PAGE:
A German official has taken a swipe at Britain over its level of support for Ukraine, following criticism over Berlin’s aid sent to Kyiv and president Volodymyr Zelensky.
Niels Annen, a German politician for the leading Social Democratic Party, was speaking ahead of the first anniversary of Vladimir Putin’s invasion on Friday.
Presented with criticism that Berlin has been slow in agreeing to send heavy weaponry to Ukraine, Mr Annen asked the BBC: ‘Do I politely ask how many refugees from Ukraine the United Kingdom has welcomed?’
Germany has become one of the leading arms suppliers to Ukraine since the speech Chancellor Olaf Scholz gave days after Moscow sent troops into Ukraine. Lawmakers, including the main opposition bloc, gave strong backing in June to the 100 billion-euro military procurement fund that the chancellor announced.
In addition to its military support, UN figures show Germany has welcomed over one million Ukrainian refugees – third only to Poland (1.5 million) and Russia (2.8 million, although many in Russia are thought to have been forcible relocated).
UN figures show Germany has welcomed over one million Ukrainian refugees – third only to Poland (1.5 million) and Russia (2.8 million, although many in Russia are thought to have been forcible relocated). Pictured: refugees are seen at a train station in Berlin on March 8, 2022
Germany’s aid (it is Ukraine’s biggest supplier in continental Europe) has been overshadowed by criticism of its perceived hesitancy in ramping up support, notably in clearing the way last month to supply battle tanks. Pictured: A German Leopard 2 tank in action on February 1
However, Germany’s aid (it is Ukraine’s biggest supplier in continental Europe) has repeatedly been overshadowed by criticism of its perceived hesitancy in ramping up support, notably in clearing the way last month to supply battle tanks.
Speaking on BBC Radio Four’s Today Programme, Mr Annen praised Scholz, who days after Russia invaded Ukraine announced seismic shifts in Germany’s military, foreign and economic policies.
Scholz said Germany would plough 100 billion euros into revamping the army, send weapons to Kyiv and wean itself off Russian energy.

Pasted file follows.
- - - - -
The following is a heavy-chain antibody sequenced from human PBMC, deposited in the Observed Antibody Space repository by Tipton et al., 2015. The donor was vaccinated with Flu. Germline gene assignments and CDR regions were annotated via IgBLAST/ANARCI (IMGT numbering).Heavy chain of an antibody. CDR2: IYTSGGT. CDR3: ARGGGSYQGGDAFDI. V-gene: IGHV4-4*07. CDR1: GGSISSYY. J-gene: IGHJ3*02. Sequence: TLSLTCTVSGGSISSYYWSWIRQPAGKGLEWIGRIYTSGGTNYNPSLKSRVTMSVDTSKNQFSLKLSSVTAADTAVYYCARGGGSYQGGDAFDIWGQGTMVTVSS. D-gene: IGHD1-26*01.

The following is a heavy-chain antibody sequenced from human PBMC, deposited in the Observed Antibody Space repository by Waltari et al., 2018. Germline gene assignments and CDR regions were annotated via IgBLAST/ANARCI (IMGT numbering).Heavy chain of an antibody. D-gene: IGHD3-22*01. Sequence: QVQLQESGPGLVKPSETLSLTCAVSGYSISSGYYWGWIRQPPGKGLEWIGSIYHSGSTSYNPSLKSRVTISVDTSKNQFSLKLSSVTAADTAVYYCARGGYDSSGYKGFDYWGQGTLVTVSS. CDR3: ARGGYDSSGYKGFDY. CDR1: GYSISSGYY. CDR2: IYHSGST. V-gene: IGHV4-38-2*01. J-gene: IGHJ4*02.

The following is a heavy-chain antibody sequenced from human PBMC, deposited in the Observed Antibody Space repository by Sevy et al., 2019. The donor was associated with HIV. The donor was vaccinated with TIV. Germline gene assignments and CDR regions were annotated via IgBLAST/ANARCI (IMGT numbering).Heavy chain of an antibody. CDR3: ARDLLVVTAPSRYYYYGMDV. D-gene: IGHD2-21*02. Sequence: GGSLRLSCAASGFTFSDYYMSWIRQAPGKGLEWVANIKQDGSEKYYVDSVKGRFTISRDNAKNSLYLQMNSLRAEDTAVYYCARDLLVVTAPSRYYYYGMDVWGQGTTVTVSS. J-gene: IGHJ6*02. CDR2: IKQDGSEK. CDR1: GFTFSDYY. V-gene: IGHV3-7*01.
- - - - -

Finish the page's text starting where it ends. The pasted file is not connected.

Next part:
‘[Scholz] turned German foreign and security policy around,’ Mr Annen said.
‘Germany today is Ukraine’s third biggest weapons supplier – we are supplying highly sophisticated heavy weaponry.
‘We are the leading doner when it comes to the reconstruction effort. We have been readying support bills in humanitarian development assistance.’
It was when he was asked by Today Programme presenter Nick Robinson whether it’s frustrating that other countries have been critical of Germany that he enquired about how many refugees the UK had welcomed from Ukraine.
According to UN figures, the UK had welcomed around 154,000 – less than Spain, Italy, the US, Czech Republic, Germany and Poland.
‘We are used to that pressure (from Refugees),’ he said.
‘You cannot choose the times you are living in. I think it’s interesting to see the last years, we saw many talking heads, think tanks, politicians – calling on Berlin for more leadership. Well, now you get your leadership.
‘It’s probably not always what you like, what you expect,’ he added.
When presented with criticism over Berlin’s aid sent to Kyiv and president Volodymyr Zelensky, a German official questioned how many Ukrainian refugees the United Kingdom has taken in. Pictured: Refugees are seen at the Polish border on March 27, 2022 as millions fled Ukraine
Speaking to the BBC, Niels Annen (shown left speaking with Mayor of Kyiv Vitali Klitschko, left, and others) praised Chancellor Olaf Scholz, who days after Russia invaded Ukraine announced seismic shifts in Germany’s military, foreign and economic policies